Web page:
Summer in full swing means two things to me: The height of reefer season and raspberries growing in my yard. With reefer spot rates at a dismal $2.47 a mile, and the berries I pick turning to mush almost instantly after picking, I started wrestling with a question.
How does anyone make a dime in the reefer business with the fickle nature of produce?
If I can't get a tupperware full of fresh berries to survive a cross-town car ride to visit with friends, how is it that anyone, anywhere gets any sort of fresh fruit or vegetable? Especially us poor frigid Vermonters expecting to enjoy Romaine lettuce through the winter.
The answer, of course, is trucking. With reefer season in full bloom, Overdrive sought to learn a little more about the trucking trade that stocks the shelves, feeds America, and brings the farm to market.
Specifically, we wanted to know the tricks of the trade, or how to make it in the reefer business and what you might want to avoid.
Florida-based leased owner-operator Scott Hunter knows all too well how often a driver can get dinged for minor defects, and has something of a playbook to defend against shippers and receivers claiming something rotten.
Hunter has hauled reefers along the East Coast for more than 16 years and has seen all that can go wrong from the farm to the receiver's dock.
"When it comes to produce, when it's in season, we don't really have any problems," said Hunter, but make sure you get to the farm early, especially if it's down South.
"Say watermelon season for example," said Hunter. "A lot of times it starts down in south Florida and very quickly moves to north Florida and southern Georgia. Except for that very first load in the morning, they're out there picking at 90 degrees and putting it on the trailer at 90 degrees when I'm supposed to unload it at 48."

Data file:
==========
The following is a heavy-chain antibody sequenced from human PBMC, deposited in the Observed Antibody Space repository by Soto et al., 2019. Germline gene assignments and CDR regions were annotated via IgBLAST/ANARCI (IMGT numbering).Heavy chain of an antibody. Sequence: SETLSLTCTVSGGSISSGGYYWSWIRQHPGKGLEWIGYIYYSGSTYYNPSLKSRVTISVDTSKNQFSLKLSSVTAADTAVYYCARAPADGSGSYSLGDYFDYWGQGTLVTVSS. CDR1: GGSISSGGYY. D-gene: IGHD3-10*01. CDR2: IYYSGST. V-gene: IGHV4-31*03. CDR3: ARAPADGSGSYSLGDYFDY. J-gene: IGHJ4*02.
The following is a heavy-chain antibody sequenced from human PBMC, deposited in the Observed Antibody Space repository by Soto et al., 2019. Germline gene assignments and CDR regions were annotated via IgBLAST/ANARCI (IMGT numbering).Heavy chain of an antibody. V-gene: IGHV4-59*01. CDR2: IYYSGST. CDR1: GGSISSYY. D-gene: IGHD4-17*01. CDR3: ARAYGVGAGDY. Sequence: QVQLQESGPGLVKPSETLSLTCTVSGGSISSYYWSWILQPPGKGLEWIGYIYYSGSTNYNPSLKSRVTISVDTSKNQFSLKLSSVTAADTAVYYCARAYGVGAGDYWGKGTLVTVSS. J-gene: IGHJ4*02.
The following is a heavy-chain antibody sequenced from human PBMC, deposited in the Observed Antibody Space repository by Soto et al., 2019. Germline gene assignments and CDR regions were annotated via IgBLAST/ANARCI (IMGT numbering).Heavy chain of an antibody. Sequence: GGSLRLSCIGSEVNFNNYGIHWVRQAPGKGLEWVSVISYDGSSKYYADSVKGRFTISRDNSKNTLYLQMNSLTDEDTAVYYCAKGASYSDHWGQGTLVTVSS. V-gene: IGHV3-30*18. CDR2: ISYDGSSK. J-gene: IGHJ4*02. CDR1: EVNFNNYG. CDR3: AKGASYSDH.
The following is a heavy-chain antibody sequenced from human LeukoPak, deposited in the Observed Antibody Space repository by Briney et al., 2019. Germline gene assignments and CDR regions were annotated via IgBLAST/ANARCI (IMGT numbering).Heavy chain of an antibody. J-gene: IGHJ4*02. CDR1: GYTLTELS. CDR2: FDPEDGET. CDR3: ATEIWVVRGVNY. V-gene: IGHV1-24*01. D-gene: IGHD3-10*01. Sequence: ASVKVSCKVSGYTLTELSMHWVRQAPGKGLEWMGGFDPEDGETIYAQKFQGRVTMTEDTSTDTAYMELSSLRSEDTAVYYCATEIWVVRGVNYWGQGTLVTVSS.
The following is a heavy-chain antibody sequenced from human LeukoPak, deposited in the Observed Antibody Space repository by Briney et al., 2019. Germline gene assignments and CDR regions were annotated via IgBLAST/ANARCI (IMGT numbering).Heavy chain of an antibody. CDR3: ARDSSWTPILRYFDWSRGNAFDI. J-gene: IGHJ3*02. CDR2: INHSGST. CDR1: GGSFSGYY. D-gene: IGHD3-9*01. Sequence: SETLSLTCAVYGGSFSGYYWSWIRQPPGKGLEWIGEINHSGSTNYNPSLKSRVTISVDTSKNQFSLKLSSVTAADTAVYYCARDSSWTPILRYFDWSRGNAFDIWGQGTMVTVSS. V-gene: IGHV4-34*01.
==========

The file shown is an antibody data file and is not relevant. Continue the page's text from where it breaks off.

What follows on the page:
As any reefer hauler will know, these units "are not a refrigerator, they're not designed to cool, but to maintain," he said.
The result of picking up that late-day produce is "going balls to the walls full tilt to bring it down into the 70s with 12 or 13 really hard hours on your unit," said Hunter. To protect himself in these situations, he writes a note directly on the bill of lading.
"Product loaded hot at 92 degrees, unable to cool product before delivery," for example. "Sometimes the shippers get very upset at that, but then I say 'OK, take it off my truck. I'm not getting stuck with that.'"
Also, look out for late-season loads. Hunter said shippers often load up a bunch of "marginal stuff on the dock they try to sneak past you."
Again, the fix here, according to Hunter, is to write that on the bill.
Once the produce goes on the truck, Hunter accepts full responsibility, but being "meticulous" at the shipper goes a long way.
"When COVID hit, everyone stopped letting you on the dock, but still they want to let you sign the bill of lading for responsibility," he said. "One of the big things is to count your product and verify what’s going on your trailer, and if you're not allowed on the dock, make a note on the bill: 'Count is verified by shipper.'"
Take avocados for example, the tropical fruit so beloved by Millennials that they may have skipped right over home ownership in order to enjoy a few more at brunch (according to one millionaire). Hunter said hauling them has become a big money game.